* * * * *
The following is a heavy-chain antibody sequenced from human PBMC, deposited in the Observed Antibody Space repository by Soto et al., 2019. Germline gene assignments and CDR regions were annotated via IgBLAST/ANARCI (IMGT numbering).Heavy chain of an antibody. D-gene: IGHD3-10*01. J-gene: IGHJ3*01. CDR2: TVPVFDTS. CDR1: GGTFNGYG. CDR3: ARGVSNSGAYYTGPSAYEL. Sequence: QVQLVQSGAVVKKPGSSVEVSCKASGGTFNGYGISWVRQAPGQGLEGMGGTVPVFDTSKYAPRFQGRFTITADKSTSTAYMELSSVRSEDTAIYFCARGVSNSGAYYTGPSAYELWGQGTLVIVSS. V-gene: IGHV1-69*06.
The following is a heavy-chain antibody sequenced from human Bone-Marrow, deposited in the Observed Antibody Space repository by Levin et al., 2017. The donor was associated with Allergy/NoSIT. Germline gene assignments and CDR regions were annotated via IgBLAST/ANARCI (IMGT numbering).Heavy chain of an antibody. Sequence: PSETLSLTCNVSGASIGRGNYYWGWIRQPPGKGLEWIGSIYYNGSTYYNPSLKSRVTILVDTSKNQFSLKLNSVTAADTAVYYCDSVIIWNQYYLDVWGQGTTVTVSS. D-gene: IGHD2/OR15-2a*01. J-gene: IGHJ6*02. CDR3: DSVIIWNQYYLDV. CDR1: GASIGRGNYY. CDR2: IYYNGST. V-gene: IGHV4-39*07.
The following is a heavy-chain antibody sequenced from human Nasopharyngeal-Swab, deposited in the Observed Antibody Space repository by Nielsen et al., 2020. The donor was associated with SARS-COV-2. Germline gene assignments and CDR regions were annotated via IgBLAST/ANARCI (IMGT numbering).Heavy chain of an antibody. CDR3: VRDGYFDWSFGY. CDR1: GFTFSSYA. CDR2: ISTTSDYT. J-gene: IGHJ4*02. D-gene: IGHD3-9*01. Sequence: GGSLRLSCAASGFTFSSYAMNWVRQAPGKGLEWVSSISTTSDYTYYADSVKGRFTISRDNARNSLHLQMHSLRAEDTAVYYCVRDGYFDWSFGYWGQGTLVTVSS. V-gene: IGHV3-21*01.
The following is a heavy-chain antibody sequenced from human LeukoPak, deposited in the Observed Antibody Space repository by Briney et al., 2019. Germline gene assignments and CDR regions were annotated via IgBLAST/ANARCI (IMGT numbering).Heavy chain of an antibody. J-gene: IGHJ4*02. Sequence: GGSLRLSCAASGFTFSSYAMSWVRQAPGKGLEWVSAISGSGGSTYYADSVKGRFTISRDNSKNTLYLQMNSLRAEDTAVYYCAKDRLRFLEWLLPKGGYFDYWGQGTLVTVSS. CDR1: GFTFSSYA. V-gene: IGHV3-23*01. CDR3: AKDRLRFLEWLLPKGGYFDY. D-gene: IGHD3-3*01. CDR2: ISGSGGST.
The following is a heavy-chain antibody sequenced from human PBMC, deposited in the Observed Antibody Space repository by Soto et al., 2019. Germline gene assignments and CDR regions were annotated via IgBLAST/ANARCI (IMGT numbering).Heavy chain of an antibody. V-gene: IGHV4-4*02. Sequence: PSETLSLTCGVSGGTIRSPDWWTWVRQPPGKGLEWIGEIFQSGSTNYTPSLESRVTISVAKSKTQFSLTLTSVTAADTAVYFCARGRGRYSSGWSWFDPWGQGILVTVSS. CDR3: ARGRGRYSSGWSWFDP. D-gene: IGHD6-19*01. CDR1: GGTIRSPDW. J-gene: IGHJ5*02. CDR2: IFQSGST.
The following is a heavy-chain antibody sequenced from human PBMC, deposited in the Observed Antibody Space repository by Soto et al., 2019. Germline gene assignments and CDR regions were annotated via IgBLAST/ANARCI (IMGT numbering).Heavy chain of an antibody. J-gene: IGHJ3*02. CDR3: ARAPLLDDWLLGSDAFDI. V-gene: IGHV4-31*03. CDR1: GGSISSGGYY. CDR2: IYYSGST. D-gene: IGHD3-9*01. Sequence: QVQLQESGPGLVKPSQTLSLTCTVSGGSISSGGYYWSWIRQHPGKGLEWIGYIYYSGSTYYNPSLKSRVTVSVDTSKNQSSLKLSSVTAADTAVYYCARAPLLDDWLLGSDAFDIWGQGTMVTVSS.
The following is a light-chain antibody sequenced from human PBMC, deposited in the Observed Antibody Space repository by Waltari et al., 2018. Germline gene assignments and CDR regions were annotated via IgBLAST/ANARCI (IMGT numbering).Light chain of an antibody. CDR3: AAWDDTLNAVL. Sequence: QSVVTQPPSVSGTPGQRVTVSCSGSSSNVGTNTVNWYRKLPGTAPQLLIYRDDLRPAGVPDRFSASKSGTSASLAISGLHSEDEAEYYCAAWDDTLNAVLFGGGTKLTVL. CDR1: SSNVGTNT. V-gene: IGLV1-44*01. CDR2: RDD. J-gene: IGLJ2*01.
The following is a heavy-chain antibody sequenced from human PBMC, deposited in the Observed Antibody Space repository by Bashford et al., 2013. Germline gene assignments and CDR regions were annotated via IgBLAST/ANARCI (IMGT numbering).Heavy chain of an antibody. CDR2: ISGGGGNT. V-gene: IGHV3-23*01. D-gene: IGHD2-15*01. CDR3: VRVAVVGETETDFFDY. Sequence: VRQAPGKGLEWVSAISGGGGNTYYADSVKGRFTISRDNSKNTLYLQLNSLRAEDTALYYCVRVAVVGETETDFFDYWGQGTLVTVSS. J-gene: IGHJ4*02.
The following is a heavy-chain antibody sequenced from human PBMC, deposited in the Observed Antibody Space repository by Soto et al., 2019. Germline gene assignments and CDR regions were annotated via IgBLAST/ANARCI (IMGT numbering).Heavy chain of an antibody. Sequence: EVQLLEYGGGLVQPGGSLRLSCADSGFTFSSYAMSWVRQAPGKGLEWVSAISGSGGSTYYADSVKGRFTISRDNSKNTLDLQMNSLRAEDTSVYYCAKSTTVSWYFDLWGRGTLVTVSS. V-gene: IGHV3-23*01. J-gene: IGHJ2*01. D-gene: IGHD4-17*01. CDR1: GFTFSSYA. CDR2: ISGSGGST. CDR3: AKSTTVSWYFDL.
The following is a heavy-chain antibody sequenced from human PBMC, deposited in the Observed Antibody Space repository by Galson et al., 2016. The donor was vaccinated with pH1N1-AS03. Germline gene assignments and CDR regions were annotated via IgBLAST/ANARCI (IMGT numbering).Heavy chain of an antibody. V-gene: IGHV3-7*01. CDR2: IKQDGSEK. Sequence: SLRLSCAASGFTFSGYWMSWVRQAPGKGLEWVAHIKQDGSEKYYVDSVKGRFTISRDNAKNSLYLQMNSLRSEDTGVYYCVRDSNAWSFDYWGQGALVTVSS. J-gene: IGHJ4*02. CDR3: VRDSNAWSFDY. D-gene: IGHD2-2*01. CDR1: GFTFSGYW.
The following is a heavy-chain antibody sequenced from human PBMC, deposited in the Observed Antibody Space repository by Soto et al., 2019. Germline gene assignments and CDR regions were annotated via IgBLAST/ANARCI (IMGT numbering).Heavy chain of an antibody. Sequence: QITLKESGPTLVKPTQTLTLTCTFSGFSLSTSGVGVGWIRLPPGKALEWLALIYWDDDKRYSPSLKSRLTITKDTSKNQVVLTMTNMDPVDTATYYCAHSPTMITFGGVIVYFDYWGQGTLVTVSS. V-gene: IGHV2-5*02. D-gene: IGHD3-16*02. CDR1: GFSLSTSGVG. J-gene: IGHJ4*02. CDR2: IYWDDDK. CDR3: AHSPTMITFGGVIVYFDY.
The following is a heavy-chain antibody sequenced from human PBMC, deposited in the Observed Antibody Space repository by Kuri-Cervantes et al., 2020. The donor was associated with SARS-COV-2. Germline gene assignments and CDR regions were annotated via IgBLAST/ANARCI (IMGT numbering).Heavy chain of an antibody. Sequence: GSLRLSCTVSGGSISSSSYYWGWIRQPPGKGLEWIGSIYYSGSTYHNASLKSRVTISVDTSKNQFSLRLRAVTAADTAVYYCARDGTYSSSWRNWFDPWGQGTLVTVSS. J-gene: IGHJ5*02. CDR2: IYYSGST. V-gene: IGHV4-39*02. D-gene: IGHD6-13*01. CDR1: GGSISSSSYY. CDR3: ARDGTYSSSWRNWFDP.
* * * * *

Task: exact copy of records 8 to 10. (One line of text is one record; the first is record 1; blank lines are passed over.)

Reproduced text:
The following is a heavy-chain antibody sequenced from human PBMC, deposited in the Observed Antibody Space repository by Bashford et al., 2013. Germline gene assignments and CDR regions were annotated via IgBLAST/ANARCI (IMGT numbering).Heavy chain of an antibody. CDR2: ISGGGGNT. V-gene: IGHV3-23*01. D-gene: IGHD2-15*01. CDR3: VRVAVVGETETDFFDY. Sequence: VRQAPGKGLEWVSAISGGGGNTYYADSVKGRFTISRDNSKNTLYLQLNSLRAEDTALYYCVRVAVVGETETDFFDYWGQGTLVTVSS. J-gene: IGHJ4*02.
The following is a heavy-chain antibody sequenced from human PBMC, deposited in the Observed Antibody Space repository by Soto et al., 2019. Germline gene assignments and CDR regions were annotated via IgBLAST/ANARCI (IMGT numbering).Heavy chain of an antibody. Sequence: EVQLLEYGGGLVQPGGSLRLSCADSGFTFSSYAMSWVRQAPGKGLEWVSAISGSGGSTYYADSVKGRFTISRDNSKNTLDLQMNSLRAEDTSVYYCAKSTTVSWYFDLWGRGTLVTVSS. V-gene: IGHV3-23*01. J-gene: IGHJ2*01. D-gene: IGHD4-17*01. CDR1: GFTFSSYA. CDR2: ISGSGGST. CDR3: AKSTTVSWYFDL.
The following is a heavy-chain antibody sequenced from human PBMC, deposited in the Observed Antibody Space repository by Galson et al., 2016. The donor was vaccinated with pH1N1-AS03. Germline gene assignments and CDR regions were annotated via IgBLAST/ANARCI (IMGT numbering).Heavy chain of an antibody. V-gene: IGHV3-7*01. CDR2: IKQDGSEK. Sequence: SLRLSCAASGFTFSGYWMSWVRQAPGKGLEWVAHIKQDGSEKYYVDSVKGRFTISRDNAKNSLYLQMNSLRSEDTGVYYCVRDSNAWSFDYWGQGALVTVSS. J-gene: IGHJ4*02. CDR3: VRDSNAWSFDY. D-gene: IGHD2-2*01. CDR1: GFTFSGYW.